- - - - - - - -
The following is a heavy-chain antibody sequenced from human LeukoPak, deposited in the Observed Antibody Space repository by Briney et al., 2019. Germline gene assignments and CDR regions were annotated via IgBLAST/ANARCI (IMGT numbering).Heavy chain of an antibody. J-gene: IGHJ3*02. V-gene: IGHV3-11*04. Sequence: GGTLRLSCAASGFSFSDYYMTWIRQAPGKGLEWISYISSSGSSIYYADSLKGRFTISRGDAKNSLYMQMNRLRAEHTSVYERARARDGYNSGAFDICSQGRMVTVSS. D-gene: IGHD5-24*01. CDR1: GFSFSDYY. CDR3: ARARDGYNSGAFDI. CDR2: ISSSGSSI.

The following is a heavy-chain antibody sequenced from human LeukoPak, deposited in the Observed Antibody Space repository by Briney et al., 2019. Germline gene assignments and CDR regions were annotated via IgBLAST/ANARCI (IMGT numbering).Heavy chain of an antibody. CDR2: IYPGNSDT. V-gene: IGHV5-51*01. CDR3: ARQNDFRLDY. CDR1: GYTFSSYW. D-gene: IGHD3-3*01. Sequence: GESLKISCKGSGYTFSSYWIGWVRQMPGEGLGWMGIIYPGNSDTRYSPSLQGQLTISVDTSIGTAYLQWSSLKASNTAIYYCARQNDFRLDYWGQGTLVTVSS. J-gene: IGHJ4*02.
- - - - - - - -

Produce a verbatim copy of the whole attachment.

The following is a heavy-chain antibody sequenced from human LeukoPak, deposited in the Observed Antibody Space repository by Briney et al., 2019. Germline gene assignments and CDR regions were annotated via IgBLAST/ANARCI (IMGT numbering).Heavy chain of an antibody. J-gene: IGHJ3*02. V-gene: IGHV3-11*04. Sequence: GGTLRLSCAASGFSFSDYYMTWIRQAPGKGLEWISYISSSGSSIYYADSLKGRFTISRGDAKNSLYMQMNRLRAEHTSVYERARARDGYNSGAFDICSQGRMVTVSS. D-gene: IGHD5-24*01. CDR1: GFSFSDYY. CDR3: ARARDGYNSGAFDI. CDR2: ISSSGSSI.

The following is a heavy-chain antibody sequenced from human LeukoPak, deposited in the Observed Antibody Space repository by Briney et al., 2019. Germline gene assignments and CDR regions were annotated via IgBLAST/ANARCI (IMGT numbering).Heavy chain of an antibody. CDR2: IYPGNSDT. V-gene: IGHV5-51*01. CDR3: ARQNDFRLDY. CDR1: GYTFSSYW. D-gene: IGHD3-3*01. Sequence: GESLKISCKGSGYTFSSYWIGWVRQMPGEGLGWMGIIYPGNSDTRYSPSLQGQLTISVDTSIGTAYLQWSSLKASNTAIYYCARQNDFRLDYWGQGTLVTVSS. J-gene: IGHJ4*02.